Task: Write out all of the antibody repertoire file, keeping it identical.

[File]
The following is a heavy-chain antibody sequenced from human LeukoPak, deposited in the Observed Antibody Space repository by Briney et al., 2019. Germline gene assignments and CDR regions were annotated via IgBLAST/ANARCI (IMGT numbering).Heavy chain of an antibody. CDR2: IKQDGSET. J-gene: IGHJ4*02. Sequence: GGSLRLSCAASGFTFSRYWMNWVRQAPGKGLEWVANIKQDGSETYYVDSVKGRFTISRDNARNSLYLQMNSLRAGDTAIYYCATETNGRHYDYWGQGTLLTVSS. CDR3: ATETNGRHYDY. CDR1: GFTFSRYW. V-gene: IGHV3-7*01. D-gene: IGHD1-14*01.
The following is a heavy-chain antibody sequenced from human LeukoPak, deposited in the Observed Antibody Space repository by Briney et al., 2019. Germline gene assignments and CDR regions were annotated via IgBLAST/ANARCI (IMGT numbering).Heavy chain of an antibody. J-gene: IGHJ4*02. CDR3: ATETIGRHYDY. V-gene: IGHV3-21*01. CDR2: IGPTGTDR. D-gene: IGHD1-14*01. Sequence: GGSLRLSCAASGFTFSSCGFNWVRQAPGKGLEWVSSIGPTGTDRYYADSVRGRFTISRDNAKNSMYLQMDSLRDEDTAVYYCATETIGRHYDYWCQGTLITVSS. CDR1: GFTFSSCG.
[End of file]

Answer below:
The following is a heavy-chain antibody sequenced from human LeukoPak, deposited in the Observed Antibody Space repository by Briney et al., 2019. Germline gene assignments and CDR regions were annotated via IgBLAST/ANARCI (IMGT numbering).Heavy chain of an antibody. CDR2: IKQDGSET. J-gene: IGHJ4*02. Sequence: GGSLRLSCAASGFTFSRYWMNWVRQAPGKGLEWVANIKQDGSETYYVDSVKGRFTISRDNARNSLYLQMNSLRAGDTAIYYCATETNGRHYDYWGQGTLLTVSS. CDR3: ATETNGRHYDY. CDR1: GFTFSRYW. V-gene: IGHV3-7*01. D-gene: IGHD1-14*01.
The following is a heavy-chain antibody sequenced from human LeukoPak, deposited in the Observed Antibody Space repository by Briney et al., 2019. Germline gene assignments and CDR regions were annotated via IgBLAST/ANARCI (IMGT numbering).Heavy chain of an antibody. J-gene: IGHJ4*02. CDR3: ATETIGRHYDY. V-gene: IGHV3-21*01. CDR2: IGPTGTDR. D-gene: IGHD1-14*01. Sequence: GGSLRLSCAASGFTFSSCGFNWVRQAPGKGLEWVSSIGPTGTDRYYADSVRGRFTISRDNAKNSMYLQMDSLRDEDTAVYYCATETIGRHYDYWCQGTLITVSS. CDR1: GFTFSSCG.